There has been a trend in comics narratology to focus on the analysis of structures or systems of enunciation, or what Émile Benveniste terms histoire or 'what is told'. Instead, this article will approach comics narratology as the relationship between histoire and discours:
between 'what is told' and 'telling to' after first outlining a summary of approaches to narrative, which group around a difference in focus on histoire relative to discours or on histoire alone. Following Barker, it will consider the enunciator, enunciatee, context and medium to be topics
affecting both the form and content of what is expressed, bringing alterity to bear on the semic analysis of structure. To demonstrate the importance of this relationship, it will analyse two comic strips: Seth's Clyde Fans Book One (2004) and Matt Madden's 99 Ways to Tell a Story: Exercises
in Style (2007).This analysis will scrutinize the ways in which two different types of self-constraint are utilized by Seth and Madden in order to produce their strips. Seth employs a rule in Clyde Fans, which can be summarized as nothing un-American, nothing post-1959. This rule represents
both a social identification of the experience of pre-1959 America with a specific canon of images and technologies, and articulates Seth as a subject submitting to constraint by this perceived canon. Similarly, Madden's 99 Ways to Tell a Story represents a self-aware project that seeks to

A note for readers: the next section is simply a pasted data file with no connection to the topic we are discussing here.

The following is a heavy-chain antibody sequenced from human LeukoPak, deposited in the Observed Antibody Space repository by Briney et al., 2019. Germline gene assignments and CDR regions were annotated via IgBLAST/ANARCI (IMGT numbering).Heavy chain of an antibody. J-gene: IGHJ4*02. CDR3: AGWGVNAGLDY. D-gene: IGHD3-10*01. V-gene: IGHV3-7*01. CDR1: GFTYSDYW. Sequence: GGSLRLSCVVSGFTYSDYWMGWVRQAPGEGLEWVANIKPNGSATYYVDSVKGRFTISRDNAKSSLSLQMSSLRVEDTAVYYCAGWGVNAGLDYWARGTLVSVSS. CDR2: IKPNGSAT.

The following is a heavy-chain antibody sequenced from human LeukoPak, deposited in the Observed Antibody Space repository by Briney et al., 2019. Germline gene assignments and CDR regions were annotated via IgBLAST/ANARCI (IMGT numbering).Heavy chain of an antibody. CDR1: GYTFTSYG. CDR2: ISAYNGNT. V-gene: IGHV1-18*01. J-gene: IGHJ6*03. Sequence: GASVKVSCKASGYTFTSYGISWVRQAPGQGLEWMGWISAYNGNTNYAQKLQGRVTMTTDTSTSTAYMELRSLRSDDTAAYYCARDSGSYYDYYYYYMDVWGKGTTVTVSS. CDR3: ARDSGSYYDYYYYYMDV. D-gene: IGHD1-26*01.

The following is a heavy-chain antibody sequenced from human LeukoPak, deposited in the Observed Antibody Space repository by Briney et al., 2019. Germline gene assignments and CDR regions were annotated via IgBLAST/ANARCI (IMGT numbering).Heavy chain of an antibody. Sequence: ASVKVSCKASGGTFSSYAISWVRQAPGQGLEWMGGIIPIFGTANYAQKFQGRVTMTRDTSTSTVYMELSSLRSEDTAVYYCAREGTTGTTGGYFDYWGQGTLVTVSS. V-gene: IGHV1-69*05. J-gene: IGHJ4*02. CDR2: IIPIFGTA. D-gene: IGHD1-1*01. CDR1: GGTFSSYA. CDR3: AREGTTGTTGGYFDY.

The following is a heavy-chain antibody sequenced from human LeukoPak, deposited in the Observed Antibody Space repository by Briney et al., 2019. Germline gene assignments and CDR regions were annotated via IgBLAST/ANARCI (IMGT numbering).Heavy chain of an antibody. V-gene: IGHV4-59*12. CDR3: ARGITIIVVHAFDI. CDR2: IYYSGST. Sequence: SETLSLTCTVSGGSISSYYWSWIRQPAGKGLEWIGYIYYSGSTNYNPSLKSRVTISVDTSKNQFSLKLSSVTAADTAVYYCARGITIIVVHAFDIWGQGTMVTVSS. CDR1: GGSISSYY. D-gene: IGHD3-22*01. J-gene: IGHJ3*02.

apply 99 different constraints to a single script. However, unlike Seth, Madden's self-constraint derives from self-observation, or an attempt to adopt the perceived social position of a generalized other in each of his drawings, represented by both drawing style and genre .Both these works
demonstrate ways in which social constraint represents self-constraint in the expressive form of the strips themselves. This analysis is not possible considering histoire alone. These examples demonstrate how the relationship between the physical form of the strips, the semic level and subjective
constraints at the level of discours contribute to their meaning. This suggests an alternative approach to comics narratology, from the point of view of the relative consideration of histiore and discours, rather than approaches that consider histoire alone, which have dominated comics narratology
in the last two decades.
Studies in Comics aims to describe the nature of comics, to identify the medium as a distinct art form, and to address the medium's formal properties. The emerging field of comics studies is a model for interdisciplinary research and in this spirit this journal welcomes all approaches. This journal is international in scope and provides an inclusive space in which researchers from all backgrounds can present new thinking on comics to a global audience. The journal will promote the close analysis of the comics page/text using a variety of methodologies. Its specific goal, however, is to expand the relationship between comics and theory and to articulate a "theory of comics". The journal also includes reviews of new comics, criticism, and exhibitions, and a dedicated online space for cutting-edge and emergent creative work.